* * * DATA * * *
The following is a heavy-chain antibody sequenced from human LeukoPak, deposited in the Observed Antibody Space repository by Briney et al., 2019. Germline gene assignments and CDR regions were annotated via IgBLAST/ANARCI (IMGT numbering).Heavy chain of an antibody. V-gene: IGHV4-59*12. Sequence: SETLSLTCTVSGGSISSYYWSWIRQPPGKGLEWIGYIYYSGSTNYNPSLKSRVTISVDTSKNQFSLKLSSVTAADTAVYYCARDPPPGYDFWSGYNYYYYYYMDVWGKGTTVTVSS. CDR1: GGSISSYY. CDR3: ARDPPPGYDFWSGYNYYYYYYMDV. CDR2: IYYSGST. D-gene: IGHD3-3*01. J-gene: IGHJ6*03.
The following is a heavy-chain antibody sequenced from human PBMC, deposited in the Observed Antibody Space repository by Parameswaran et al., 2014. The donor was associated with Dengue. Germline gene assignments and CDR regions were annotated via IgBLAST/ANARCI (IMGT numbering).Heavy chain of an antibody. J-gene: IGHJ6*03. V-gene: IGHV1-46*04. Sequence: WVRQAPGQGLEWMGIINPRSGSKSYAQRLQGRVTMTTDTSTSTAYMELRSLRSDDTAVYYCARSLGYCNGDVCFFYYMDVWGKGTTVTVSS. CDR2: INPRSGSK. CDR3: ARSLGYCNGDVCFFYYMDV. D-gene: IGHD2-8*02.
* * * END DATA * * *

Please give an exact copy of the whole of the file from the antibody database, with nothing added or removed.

The following is a heavy-chain antibody sequenced from human LeukoPak, deposited in the Observed Antibody Space repository by Briney et al., 2019. Germline gene assignments and CDR regions were annotated via IgBLAST/ANARCI (IMGT numbering).Heavy chain of an antibody. V-gene: IGHV4-59*12. Sequence: SETLSLTCTVSGGSISSYYWSWIRQPPGKGLEWIGYIYYSGSTNYNPSLKSRVTISVDTSKNQFSLKLSSVTAADTAVYYCARDPPPGYDFWSGYNYYYYYYMDVWGKGTTVTVSS. CDR1: GGSISSYY. CDR3: ARDPPPGYDFWSGYNYYYYYYMDV. CDR2: IYYSGST. D-gene: IGHD3-3*01. J-gene: IGHJ6*03.
The following is a heavy-chain antibody sequenced from human PBMC, deposited in the Observed Antibody Space repository by Parameswaran et al., 2014. The donor was associated with Dengue. Germline gene assignments and CDR regions were annotated via IgBLAST/ANARCI (IMGT numbering).Heavy chain of an antibody. J-gene: IGHJ6*03. V-gene: IGHV1-46*04. Sequence: WVRQAPGQGLEWMGIINPRSGSKSYAQRLQGRVTMTTDTSTSTAYMELRSLRSDDTAVYYCARSLGYCNGDVCFFYYMDVWGKGTTVTVSS. CDR2: INPRSGSK. CDR3: ARSLGYCNGDVCFFYYMDV. D-gene: IGHD2-8*02.